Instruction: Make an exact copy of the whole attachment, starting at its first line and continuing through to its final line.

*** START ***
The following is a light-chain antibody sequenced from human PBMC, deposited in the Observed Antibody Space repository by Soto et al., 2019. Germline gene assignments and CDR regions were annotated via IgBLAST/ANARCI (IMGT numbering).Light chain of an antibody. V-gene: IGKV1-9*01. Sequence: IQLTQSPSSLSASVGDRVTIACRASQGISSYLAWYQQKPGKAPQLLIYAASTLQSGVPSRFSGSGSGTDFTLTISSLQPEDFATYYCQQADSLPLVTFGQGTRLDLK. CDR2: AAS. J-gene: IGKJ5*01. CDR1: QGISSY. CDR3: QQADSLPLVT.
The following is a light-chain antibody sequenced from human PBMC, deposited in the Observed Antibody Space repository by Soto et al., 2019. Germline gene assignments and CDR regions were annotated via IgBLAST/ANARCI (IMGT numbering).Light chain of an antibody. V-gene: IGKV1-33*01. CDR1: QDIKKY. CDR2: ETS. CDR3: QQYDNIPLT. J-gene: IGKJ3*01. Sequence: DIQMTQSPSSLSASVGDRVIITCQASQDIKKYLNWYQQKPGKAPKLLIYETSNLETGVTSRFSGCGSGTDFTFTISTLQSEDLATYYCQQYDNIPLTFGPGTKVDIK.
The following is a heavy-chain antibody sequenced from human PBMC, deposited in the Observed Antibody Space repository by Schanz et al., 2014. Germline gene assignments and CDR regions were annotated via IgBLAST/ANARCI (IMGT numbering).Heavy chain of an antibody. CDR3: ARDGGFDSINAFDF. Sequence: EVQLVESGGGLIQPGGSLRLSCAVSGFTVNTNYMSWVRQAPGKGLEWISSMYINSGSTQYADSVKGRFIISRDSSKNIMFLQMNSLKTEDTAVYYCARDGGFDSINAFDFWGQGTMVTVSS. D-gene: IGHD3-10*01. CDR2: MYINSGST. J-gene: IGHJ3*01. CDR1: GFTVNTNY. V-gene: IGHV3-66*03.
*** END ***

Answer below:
The following is a light-chain antibody sequenced from human PBMC, deposited in the Observed Antibody Space repository by Soto et al., 2019. Germline gene assignments and CDR regions were annotated via IgBLAST/ANARCI (IMGT numbering).Light chain of an antibody. V-gene: IGKV1-9*01. Sequence: IQLTQSPSSLSASVGDRVTIACRASQGISSYLAWYQQKPGKAPQLLIYAASTLQSGVPSRFSGSGSGTDFTLTISSLQPEDFATYYCQQADSLPLVTFGQGTRLDLK. CDR2: AAS. J-gene: IGKJ5*01. CDR1: QGISSY. CDR3: QQADSLPLVT.
The following is a light-chain antibody sequenced from human PBMC, deposited in the Observed Antibody Space repository by Soto et al., 2019. Germline gene assignments and CDR regions were annotated via IgBLAST/ANARCI (IMGT numbering).Light chain of an antibody. V-gene: IGKV1-33*01. CDR1: QDIKKY. CDR2: ETS. CDR3: QQYDNIPLT. J-gene: IGKJ3*01. Sequence: DIQMTQSPSSLSASVGDRVIITCQASQDIKKYLNWYQQKPGKAPKLLIYETSNLETGVTSRFSGCGSGTDFTFTISTLQSEDLATYYCQQYDNIPLTFGPGTKVDIK.
The following is a heavy-chain antibody sequenced from human PBMC, deposited in the Observed Antibody Space repository by Schanz et al., 2014. Germline gene assignments and CDR regions were annotated via IgBLAST/ANARCI (IMGT numbering).Heavy chain of an antibody. CDR3: ARDGGFDSINAFDF. Sequence: EVQLVESGGGLIQPGGSLRLSCAVSGFTVNTNYMSWVRQAPGKGLEWISSMYINSGSTQYADSVKGRFIISRDSSKNIMFLQMNSLKTEDTAVYYCARDGGFDSINAFDFWGQGTMVTVSS. D-gene: IGHD3-10*01. CDR2: MYINSGST. J-gene: IGHJ3*01. CDR1: GFTVNTNY. V-gene: IGHV3-66*03.